Of course ever act of violence has a "psychiatric" cause. A bad night's sleep, a lost cat ... a drug. Hasan was an Islamist fanatic practicing a fanatic's religion. Violence is as much a part of Islam, the "religion of peace," as its subjection of women. You're in denial, or in the last spasms of PC. Hasan was a terrorist. Surely we know enough of those, don't we.

John Emerson said...

Yeah, America's Christian soldiers are non-violent. Problem solved!

PT-12599 said...

Assuming Hasan recovers, Anon, he still would have ways to go before killing the tens of thousands of people as our very Christian last president, W.

Jazzbumpa said...

I love the way Anon states you're in denial for a claim you didn't even make.

Even more so, equating Islam with fanaticism. Have you ever had a conversation with a Muslim, Anon?


And, BTW, Anon - give yourself a name and a least a modicum of credibility.

Moving on - I thought it was pretty well established that depression is caused by chemical imbalances in the brain. Is that wrong? The problem (OK - A problem) with drug therapy is you NEVER have a complete handle on the side effects. And the bad news is always suppressed. There are $$$ to be made.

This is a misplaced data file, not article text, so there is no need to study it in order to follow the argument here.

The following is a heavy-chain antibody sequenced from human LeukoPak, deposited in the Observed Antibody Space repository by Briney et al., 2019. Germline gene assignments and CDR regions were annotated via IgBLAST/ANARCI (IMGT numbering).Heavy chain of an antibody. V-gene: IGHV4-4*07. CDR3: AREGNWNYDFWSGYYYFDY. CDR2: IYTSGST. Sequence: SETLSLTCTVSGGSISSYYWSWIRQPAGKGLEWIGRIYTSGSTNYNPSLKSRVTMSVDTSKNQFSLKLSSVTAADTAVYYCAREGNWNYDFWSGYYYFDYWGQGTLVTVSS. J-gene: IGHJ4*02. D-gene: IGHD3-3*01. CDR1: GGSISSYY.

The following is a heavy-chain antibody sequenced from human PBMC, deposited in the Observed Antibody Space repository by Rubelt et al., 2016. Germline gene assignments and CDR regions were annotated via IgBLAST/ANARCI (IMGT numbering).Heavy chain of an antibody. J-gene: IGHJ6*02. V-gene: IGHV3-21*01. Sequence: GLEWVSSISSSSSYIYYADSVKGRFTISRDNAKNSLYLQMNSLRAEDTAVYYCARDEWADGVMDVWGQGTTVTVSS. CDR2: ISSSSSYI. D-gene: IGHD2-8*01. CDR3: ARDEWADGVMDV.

Jack said...

Psycho-neurological research is extraordinarily difficult to carry out for several reasons that should be obvious. The difficulty with interpreting the findings of "chemical imbalances" which may be found to accompany any form of behavioral activity or mental status is complicated by the simple issue of "which came first?" Such imbalances may be a result rather than a cause. They may otherwise be the result of some other causative variable.

"The problem (OK - A problem) with drug therapy is you NEVER have a complete handle on the side effects." If by handle you mean a prior understanding or awareness, that statement is not quite accurate. The disclaimers that accompany the advertisements for anti-depressant meds indicates very clearly that the manufacturers know that there are serious debilitating side effects.
If by handle you mean some form of control over the side effects, well of course not. That's why they're called side effects, reactions that accompany the expected and desired effect, but can't be controlled.

Rdan said...

Third generation drugs work on balances of seritonin, neoprenephrin, and dopamine. Several types work on more than one to date in different combinations, and can be changed to adjust for these balances.

It is of course still crude, involves brain levels which are not ususally measureable (blood levels are not the same but is the standard).

Reaction to events is one form of depression, but the interplay between depression and trauma (adult combat for instance, or childhood trauma) is not well understood.

It also depends on intensity and duration of events, and social network supports a person allows to help.

Of course, it easily could be something else as a clinical diagnosis as opposed to a media diagnosis.

Current practice CBT is dominant in the US, and the military has its own demands.